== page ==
Wednesday, August 17, 2011

Martha's Beach Horror Experience

When I was young...maybe six or seven years family went on a Hawaii vacation over Christmas break.

Here is what I remember.

Like any horror movie, we open on a beautiful scene.

We stayed with my mom's friend, a beautiful Vietnamese woman. Her family owned hotel properties on the island, and she invited us to her gorgeous beach-side home where the ocean's waves were practically a welcome mat.

She had a son named Paul who was about my age, and while my parents insisted we would get married when we were older, all I remember is that I wanted to kick his ass at everything. If he dove off a diving board, I dove off a higher one.

She took us to luaus and other celebrations where I was constantly singled out to go on stage or hula. At the time, I thought this was because I was unbearably cute. While this may have been true, I now realize it's because I was with the boss.

Like any horror movie, there was a turn.

The shenanigans became too much.

My brothers held me over an open volcano pit, threatening to drop me inside.

I went for a swim in the ocean and a strange woman encouraged me the race a wave. I was tossed around and unable to break the surface. I took gulp after gulp of salt water which stung my lungs until the wave finally tossed me onto shore and I choked it out.

I was buried in the sand up to my neck, unable to move, and while movies had made this seem fun really it was cold and kind of sucked and hey did I mention there are bugs in the sand?

Hawaii was beginning to lose its shine.

Like any horror movie, we soon realize the true horror is not what we expected.

We left cookies out the night before Christmas, but two things struck me was incredibly wrong. For one, how was Santa going to find us. For two, there was no friggin' chimney in this place. Was Santa supposed to use the door?

I worried about it all night. I couldn't sleep. I finally decided I needed to leave the cookies outside on the doorstep. I slipped out of my room (in what I imagine to be an adorable nightie) and saw the unthinkable.

My parents and their friends in the dining room eating Santa's cookies.

Now I wasn't an idiot.

I'd had my doubts about Santa. But now they were confirmed.

What I hadn't known is that my parents were in on it.

I left Hawaii knowing two things for certain.

1. Nature could kill you. Like really, totally kill you.

2. Parents are deceitful liars.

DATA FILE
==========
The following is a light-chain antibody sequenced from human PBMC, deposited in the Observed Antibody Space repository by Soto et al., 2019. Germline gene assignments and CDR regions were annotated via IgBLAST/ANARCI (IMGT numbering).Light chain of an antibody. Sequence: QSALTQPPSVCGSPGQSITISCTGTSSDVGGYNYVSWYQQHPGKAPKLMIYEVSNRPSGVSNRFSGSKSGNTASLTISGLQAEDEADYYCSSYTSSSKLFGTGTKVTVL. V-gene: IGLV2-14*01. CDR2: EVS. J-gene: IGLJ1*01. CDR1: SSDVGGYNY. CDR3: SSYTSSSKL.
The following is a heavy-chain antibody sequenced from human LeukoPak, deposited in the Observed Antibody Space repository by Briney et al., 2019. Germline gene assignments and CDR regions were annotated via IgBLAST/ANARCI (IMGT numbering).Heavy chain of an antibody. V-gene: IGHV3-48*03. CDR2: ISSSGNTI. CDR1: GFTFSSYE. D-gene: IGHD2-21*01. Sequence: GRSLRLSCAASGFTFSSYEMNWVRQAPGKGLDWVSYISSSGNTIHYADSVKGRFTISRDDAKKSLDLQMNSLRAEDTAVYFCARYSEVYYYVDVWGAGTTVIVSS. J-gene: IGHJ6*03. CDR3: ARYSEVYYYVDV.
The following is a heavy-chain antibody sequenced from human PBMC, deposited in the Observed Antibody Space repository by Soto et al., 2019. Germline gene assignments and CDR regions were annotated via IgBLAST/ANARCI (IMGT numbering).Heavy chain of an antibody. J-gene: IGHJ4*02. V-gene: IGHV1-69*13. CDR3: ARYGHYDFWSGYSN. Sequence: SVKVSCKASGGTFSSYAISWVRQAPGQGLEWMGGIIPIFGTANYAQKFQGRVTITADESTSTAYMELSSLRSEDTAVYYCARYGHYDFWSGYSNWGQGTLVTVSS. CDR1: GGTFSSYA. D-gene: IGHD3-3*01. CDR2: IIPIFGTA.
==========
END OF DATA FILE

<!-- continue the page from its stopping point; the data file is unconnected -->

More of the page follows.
So while I like a good beach, Hawaii can suck it.


L.G.C. Smith said...

Amen. Only one good thing ever happened to me on a Hawaiian beach. I found a twenty dollar bill on the ground while waiting in line for the bathroom. My mom let me keep it because there was no way to figure out who it belonged to. Other than that, there have been two or three life-threatening incidents and a lot of discomfort. Pretty, yes. Safe, no.

Juliet Blackwell said...

Wow, Martha. Downer of a vacation! And that thing with the parents...? As a parent, I always worried what would happen when my son found out I was the Santa, Easter Bunny, AND Tooth Fairy. I'm convinced it's part of his hard edge of cynicism.

Sophie Littlefield said...

ha haaaa i can totally picture itty bitty martha in a rictus of horror at the santa discovery. channel that rage, baby! and a hug for your long-ago self (though i'm sure you would have kicked and screamed at the notion) (which makes it all the better)

Mysti said...

Dudette! Lots of tourists die in Hawaii, something they don't advertise a lot. Drownings, especially around December when the surf can be killer.

We discovered that while staying in a Mauai cabin in the middle of the jungle is truly beautiful and amazing, you have to scrube the sink clean every time you use it or icky visitors inch up the pipes and into your sink.

So the cookie thing could have been worse.

Can't believe you had this AND bed bugs happen to you!!!!

Martha Flynn said...

I'm so glad to hear everyone knows Hawaii is evil!!!!!

Oh Mysti, this just scratches the surface of my travel drama.

Lisa Hughey said...

You crack me up!!! My third grade teacher asked us in class when we realized Santa wasn't real. My mother was PISSED and I was devastated.

Rachael Herron said...

I didn't know there wasn't really a Santa until I was 12. Thus, perhaps, the difference between you and me.

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